66. Iwamura, Y., Tanaka, M., Sakamoto, M., & Hikosaka, O. (1983). Functional subdivisions representing different finger regions in area 3 of the first somatosensory cortex of the conscious monkey. Experimental Brain Research, 51, 315–326.
  67. Jiang, W., Tremblay, F., & Chapman, C. E. (1997). Neuronal encoding of texture changes in the primary and the secondary somatosensory cortical areas of monkeys during passive texture discrimination. Journal of Neurophysiology, 77, 1656– 1662.
  68. Johansson, R. S. (1979). Tactile afferent units with small and well demarcated receptive fields in the glabrous skin area of the human hand. In D. R. Kenshalo (Ed.), Sensory function of the skin in humans (pp. 129–145). New York: Plenum.
  69. Johansson, R. S., & Vallbo, Å. B. (1976). Skin mechanoreceptors in the human hand: An inference of some population properties. In Y. Zotterman (Ed.), Sensory functions of the skin in primates (pp. 171–184). Oxford, England: Pergamon Press.
  70. Johansson, R. S., & Vallbo, Å. B. (1979a). Detection of tactile stimuli: Thresholds of afferent units related to psychophysical thresholds in the human hand. Journal of Physiology, 297, 405–422.
  71. Johansson, R. S., & Vallbo, Å. B. (1979b). Tactile sensibility in the human hand: Relative and absolute densities of four types of mechanoreceptive units in glabrous skin. Journal of Physiology, 286, 283–300.
  72. Johansson, R. S., & Vallbo, Å. B. (1980). Spatial properties of the population of mechanoreceptive units in the glabrous skin of the human hand. Brain Research, 184, 353–366.
  73. Johansson, R. S., Vallbo, Å. B., & Westling, G. (1980). Thresholds of mechanosensitive afferents in the human hand as measured with von Frey hairs. Brain Research, 184, 343–351.
  74. Johnson, K. O., & Hsiao, S. S. (1992). Neural mechanisms of tactual form and texture perception. Annual Review of Neuroscience, 15, 227–250.
  75. Johnson, K. O., Hsiao, S. S., & Twombly, I. A. (1995). Neural mechanisms of tactile form recognition. In M. S. Gazzaniga (Ed.), The cognitive neurosciences (pp. 235–268). Cambridge, MA: MIT Press.
  76. Johnson, K. O., & Lamb, G. D. (1981). Neural mechanisms of spatial tactile discrimination: Neural patterns evoked by Braillelike dot patterns in the monkey. Journal of Physiology, 310, 117–144.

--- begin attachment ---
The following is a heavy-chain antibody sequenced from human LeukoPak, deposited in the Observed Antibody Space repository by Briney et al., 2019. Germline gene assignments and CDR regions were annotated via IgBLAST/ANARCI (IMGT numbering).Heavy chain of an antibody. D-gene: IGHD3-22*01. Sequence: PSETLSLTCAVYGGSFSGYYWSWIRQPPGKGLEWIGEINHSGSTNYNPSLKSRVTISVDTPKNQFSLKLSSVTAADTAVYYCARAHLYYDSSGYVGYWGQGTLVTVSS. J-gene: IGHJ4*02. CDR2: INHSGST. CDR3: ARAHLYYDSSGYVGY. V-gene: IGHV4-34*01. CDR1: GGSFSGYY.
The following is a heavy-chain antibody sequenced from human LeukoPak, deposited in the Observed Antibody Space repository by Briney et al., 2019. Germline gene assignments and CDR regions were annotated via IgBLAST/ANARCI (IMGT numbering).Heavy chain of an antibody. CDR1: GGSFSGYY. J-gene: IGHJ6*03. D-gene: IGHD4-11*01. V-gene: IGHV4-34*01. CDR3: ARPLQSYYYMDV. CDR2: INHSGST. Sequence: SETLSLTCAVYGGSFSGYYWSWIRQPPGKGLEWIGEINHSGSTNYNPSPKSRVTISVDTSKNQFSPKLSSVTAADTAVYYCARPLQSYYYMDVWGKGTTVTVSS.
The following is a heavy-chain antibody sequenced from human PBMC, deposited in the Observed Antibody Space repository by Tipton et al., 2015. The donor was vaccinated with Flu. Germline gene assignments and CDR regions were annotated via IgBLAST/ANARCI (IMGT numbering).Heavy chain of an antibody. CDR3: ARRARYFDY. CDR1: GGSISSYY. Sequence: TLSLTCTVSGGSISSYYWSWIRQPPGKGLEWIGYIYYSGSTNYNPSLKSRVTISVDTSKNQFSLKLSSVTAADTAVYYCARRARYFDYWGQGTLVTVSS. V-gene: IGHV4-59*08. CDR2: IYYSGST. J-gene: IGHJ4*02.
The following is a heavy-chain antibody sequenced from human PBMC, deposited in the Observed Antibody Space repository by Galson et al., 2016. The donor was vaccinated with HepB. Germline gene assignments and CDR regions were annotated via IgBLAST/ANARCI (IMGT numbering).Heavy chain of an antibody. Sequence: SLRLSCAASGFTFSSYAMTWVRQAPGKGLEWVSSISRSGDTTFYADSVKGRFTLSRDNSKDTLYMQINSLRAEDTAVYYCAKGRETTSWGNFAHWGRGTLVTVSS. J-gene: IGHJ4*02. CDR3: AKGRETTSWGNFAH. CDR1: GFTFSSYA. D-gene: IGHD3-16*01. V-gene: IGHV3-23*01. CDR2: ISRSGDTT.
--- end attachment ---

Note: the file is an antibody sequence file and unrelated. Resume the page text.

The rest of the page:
77. Johnson, K. O., & Phillips, J. R. (1981). Tactile spatial resolution: I. Two-point discrimination, gap detection, grating resolution, and letter recognition. Journal of Neurophysiology, 46, 1177–1191.
  78. Johnson, K. O., Yoshioka, T., & Vega-Bermudez, F. (2000). Tactile functions of mechanoreceptive afferents innervating the hand. Journal of Clinical Neurophysiology, 17, 539–558.
  79. Jones, E. G. (1990). The thalamus. New York: Plenum.
  80. Jones, E. G., & Burton, H. (1976). Areal differences in the laminar distribution of thalamic afferents in cortical fields of the insular, parietal and temporal reigons of primates. Journal of Comparative Neurology, 168, 197–248.
  81. Jones, E. G., & Friedman, D. P. (1982). Projection pattern of functional components of thalamic ventrobasal complex upon monkey somatic sensory cortex. Journal of Neurophysiology, 48, 521–544.
  82. Katz, D. (1989). The world of touch (L. E. Krueger, Trans.). Hillsdale, NJ: Erlbaum. (Original work published 1925)
  83. Khalsa, P. S., Friedman, R. M., Srinivasan, M. A., & LaMotte, R. H. (1998). Encoding of shape and orientation of objects indented into the monkey fingerpad by populations of slowly and rapidly adapting mechanoreceptors. Journal of Neurophysiology, 79, 3238–3251.
  84. Klatzky, R. L., Lederman, S. J., & O’Neil, C. O. (1996). Haptic object processing: I. Early perceptual features. In O. Franzén, R. S. Johansson, & L. Terenius (Eds.), Somesthesis and the neurobiology of the somatosensory cortex (pp. 147–152). Basel, Switzerland: Birkhäuser Verlag.
  85. Kops, C. E., & Gardner, E. P. (1996). Discrimination of simulated texture patterns on the human hand. Journal of Neurophysiology, 76, 1145–1165.
  86. Krubitzer, L. A., Clarey, J., Tweedale, R., Elston, G., & Calford, M. B. (1995). A redefinition of somatosensory areas in the lateral sulcus of macaque monekeys. Journal of Neuroscience, 15, 3821–3839.
  87. Lakatos, S., & Shepard, R. N. (1997). Time-distance relations in shifting attention between locations on one’s body. Perception and Psychophysics, 59, 557–566.